Deep into our sustainability program, I have to say there might be something to this business school outlook. Hmmm....
How many people find supply chain management to be a sexy topic? Well, now I know better, and I can tell you that supply chains are sexy. What's the big lesson from studying supply chain management? The innovators for business success are also the likely innovators for anything else, including sustainability. Wanna find a partner for a sustainability project? Look for a sustainability partner among the business winners, and try to turn them into sustainability winners. Belive it? Well you should believe it.
Too often, we environmentalists find our favorite conservation partners among the underdogs of the economy, the "little guy" who is being crushed by competition. Why do we like underdogs? We tend to believe the stories, that they're pursuing sustainable practices and being slaughtered by ruthless unsustainable business practices.
IS THIS TRUE? IT'S A REALLY, REALLY BIG QUESTION.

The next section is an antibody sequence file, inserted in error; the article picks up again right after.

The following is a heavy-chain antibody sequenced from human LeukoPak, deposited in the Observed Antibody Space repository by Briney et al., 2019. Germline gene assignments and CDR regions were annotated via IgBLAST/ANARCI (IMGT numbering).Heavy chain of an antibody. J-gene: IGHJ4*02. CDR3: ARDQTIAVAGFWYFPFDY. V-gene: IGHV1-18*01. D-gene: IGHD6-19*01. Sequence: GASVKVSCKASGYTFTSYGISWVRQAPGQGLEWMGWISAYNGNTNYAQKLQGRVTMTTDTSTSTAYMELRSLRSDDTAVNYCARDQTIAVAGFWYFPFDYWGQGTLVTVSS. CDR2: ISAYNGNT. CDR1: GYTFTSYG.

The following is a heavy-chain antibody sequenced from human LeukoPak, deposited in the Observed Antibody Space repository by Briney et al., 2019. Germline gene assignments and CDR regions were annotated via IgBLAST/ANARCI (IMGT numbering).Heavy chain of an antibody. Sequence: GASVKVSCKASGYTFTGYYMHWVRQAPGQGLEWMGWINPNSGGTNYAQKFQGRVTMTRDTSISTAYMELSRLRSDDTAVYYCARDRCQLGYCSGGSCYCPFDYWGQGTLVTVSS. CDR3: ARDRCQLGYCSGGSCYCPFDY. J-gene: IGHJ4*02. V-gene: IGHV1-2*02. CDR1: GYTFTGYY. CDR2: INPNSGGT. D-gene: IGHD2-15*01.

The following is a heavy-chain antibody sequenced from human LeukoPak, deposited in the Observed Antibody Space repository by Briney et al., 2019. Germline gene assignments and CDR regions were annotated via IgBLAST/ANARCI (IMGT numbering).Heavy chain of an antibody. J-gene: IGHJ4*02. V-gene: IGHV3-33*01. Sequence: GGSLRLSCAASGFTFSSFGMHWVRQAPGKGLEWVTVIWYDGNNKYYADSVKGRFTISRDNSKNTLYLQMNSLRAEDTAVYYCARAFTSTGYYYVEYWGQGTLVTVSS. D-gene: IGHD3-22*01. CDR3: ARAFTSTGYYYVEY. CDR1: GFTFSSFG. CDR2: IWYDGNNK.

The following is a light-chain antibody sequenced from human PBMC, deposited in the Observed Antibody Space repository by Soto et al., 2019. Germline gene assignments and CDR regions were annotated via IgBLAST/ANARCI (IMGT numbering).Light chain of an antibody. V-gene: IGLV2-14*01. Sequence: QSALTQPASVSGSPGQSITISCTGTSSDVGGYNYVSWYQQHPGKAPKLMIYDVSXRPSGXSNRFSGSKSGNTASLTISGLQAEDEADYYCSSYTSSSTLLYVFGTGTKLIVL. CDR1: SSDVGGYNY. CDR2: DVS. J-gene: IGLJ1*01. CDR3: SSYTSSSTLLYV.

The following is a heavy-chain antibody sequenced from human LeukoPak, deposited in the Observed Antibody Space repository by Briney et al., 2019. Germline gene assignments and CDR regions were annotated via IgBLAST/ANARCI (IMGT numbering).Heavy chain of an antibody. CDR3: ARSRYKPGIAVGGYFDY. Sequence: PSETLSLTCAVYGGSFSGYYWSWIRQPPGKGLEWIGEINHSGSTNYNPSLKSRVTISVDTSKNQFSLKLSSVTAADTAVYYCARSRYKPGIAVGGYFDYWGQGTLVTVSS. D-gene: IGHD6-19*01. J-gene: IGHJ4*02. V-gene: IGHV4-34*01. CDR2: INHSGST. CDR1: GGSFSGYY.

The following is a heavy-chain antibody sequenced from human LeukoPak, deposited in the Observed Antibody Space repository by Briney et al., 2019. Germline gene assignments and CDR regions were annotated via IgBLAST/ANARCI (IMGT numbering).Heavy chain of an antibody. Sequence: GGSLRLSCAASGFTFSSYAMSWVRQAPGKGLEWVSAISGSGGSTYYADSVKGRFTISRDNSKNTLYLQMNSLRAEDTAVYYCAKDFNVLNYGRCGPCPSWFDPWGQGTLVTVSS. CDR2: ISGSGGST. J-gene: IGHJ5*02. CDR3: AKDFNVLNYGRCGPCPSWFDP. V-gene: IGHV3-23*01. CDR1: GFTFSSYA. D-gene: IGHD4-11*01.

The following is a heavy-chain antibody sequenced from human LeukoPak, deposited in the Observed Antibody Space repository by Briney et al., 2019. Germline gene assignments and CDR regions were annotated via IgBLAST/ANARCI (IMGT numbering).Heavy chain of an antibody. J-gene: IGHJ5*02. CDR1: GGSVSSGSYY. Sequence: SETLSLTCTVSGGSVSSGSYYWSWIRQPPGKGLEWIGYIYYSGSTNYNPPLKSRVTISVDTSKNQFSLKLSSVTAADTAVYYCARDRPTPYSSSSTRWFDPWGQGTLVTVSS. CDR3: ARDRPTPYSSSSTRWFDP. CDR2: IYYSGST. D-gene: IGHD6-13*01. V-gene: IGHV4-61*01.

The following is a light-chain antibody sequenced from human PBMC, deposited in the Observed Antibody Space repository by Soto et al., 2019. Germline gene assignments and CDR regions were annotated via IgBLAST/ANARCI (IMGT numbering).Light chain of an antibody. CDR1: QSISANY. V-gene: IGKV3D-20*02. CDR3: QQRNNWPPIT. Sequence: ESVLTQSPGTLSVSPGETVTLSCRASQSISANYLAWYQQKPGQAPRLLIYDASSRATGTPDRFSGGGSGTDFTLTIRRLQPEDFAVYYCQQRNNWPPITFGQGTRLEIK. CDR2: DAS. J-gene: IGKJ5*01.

I've been worrying about this question for a couple of years, and I'm learning things this week that reinforce my view that conservation advocates need to focus on the winners of the capitalist competition.
Two things. The winners are the ones with the ability to change the world. If they adopt new practices, they can influence a whole business ecosystem of suppliers and customers.
Also, the winners are the ones with the entrepreneurial energy to innovate. If they innovate to make money, then they can innovate for sustainability. So what about the people who are losing the economic competition? Adding sustainability to their operation isn't going to turn them into winners.
Is that just a ruthless, cutthroat attitude? Assuming that capitalism is good? No, it's a realistic view of what it takes to make change in the fisheries production system. Change will come from influential people who want to tackle big problems, and have the ability to turn ideas into viable solutions...the winners of the business competition.
OK, maybe it's not so simple, but I still think it's a mistake to look among the little guys for most of our conservation partners. Look at me, I'm really in business school now.